Zendikar Rising Standard Set Review with Ali Aintrazi
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Gary's Bounce House


Afternoon by Caspar David Friedrich (1821).

Morophon, the Boundless by Victor Adame Minguez.

In a recent column I found myself exploring how I might build a Rayami, First of the Fallen deck using Birthing Pod to control what creatures I have available to exile with Blood Counters. As I worked my way through the article I found my optimism that the deck would be able to compete with the other decks I frequently play against steadily dwindling. The build was going in a Voltron direction but Rayami doesn't come with any ways to make such a plan particularly effective. If Rayami got two or even a paltry one +1 to his power for each keyword he had gained from his exiled creatures, that would have been enough to make the deck strong enough to be excited about. Instead I found myself adding janky equipment like Hero's Blade to try to pump him up to the point where she might be a threat.

I was building around a theme, not building towards a win condition.

Today's column isn't about Rayami, nor is my goal to complain about how Rayami could have been so much better. I'm going to explore my deck-building process and how my focus or lack of focus when building around a commander translates fairly directly into wins and losses when I play that deck.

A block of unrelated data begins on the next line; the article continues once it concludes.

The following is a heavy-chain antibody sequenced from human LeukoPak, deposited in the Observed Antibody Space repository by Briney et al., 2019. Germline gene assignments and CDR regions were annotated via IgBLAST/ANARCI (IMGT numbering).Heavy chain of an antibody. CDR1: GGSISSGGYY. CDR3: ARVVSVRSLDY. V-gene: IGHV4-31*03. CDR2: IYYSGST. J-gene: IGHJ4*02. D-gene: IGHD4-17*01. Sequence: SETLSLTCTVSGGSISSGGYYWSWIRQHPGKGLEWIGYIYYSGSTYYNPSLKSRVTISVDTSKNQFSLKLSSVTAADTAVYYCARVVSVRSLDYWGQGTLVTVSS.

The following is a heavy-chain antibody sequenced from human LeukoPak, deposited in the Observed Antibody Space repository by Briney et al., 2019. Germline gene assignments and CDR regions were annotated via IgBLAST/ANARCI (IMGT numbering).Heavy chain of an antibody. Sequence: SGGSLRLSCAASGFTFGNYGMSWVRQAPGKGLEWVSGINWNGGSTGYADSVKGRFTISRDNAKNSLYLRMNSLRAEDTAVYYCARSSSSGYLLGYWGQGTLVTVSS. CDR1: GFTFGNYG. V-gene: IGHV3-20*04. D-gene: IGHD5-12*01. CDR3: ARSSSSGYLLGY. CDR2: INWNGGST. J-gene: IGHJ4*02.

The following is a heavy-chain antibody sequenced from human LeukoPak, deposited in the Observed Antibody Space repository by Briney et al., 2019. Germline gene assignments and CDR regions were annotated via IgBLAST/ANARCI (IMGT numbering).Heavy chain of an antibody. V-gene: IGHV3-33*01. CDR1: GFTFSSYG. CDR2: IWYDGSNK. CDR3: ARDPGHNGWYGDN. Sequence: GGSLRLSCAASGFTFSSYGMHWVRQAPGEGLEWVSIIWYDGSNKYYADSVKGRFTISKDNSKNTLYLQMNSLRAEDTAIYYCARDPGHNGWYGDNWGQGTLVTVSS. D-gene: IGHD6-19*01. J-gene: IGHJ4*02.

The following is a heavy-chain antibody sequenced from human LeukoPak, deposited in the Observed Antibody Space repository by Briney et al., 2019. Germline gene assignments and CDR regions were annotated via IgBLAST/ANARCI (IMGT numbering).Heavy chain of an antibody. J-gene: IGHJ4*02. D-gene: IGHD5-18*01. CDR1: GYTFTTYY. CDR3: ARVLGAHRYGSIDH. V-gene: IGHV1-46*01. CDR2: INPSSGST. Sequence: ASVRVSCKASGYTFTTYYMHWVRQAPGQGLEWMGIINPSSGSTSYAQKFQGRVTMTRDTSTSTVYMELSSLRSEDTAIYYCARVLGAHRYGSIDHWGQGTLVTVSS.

I don't much enjoy playing decks that barely have even a puncher's chance at winning games. When I build around a theme and don't include a specific combo or synergy that is powerful enough to be called a wincon I often end up with that kind of deck. These weaker decks usually rely on generating value, chipping away at my opponents and playing politics in order to get to the finish line first. They can be fun, but they usually aren't that powerful.

I sometimes build decks around specific game-winning interactions that either combo or create a ton of value with their innate synergy. Rayami was a theme build, but my Marwyn, the Nurturer deck started out quite explicitly as a combo deck. The goal was to generate a ton of mana and use mana sinks to turn that mana into a win. Marwyn won a ton of games and is now one of my favorite decks even though it's a bit too powerful for me to break out on "casual night".

For the purposes of today's column, I'm going to talk about games as journeys. My destination or goal is almost always to win the game. You can build decks with other goals, but I'm almost always trying to win, even if I'm not trying very hard.

The Journey

When I'm building a deck with my focus on the journey, I'm usually starting with an idea, a theme or even just a card or two. In the end I have a fully formed 100 card deck, but my decisions along the way weren't usually about how to win the game as much as they were about making the theme work or generating value out of how my cards will interact.

An example might be to build a Knights deck not by identifying a specific wincon but by trying to assemble an interesting and synergistic list of Knight creatures and support cards that when played together should allow me to present a threat on the battlefield. Even if every deck should have a way to win the game, I'm usually not focused on how to do that outside of just including cards that work with my theme. Coat of Arms might be able to win me the game with my tribal deck, but it relies on a lot of other things to fall into place to actually do so.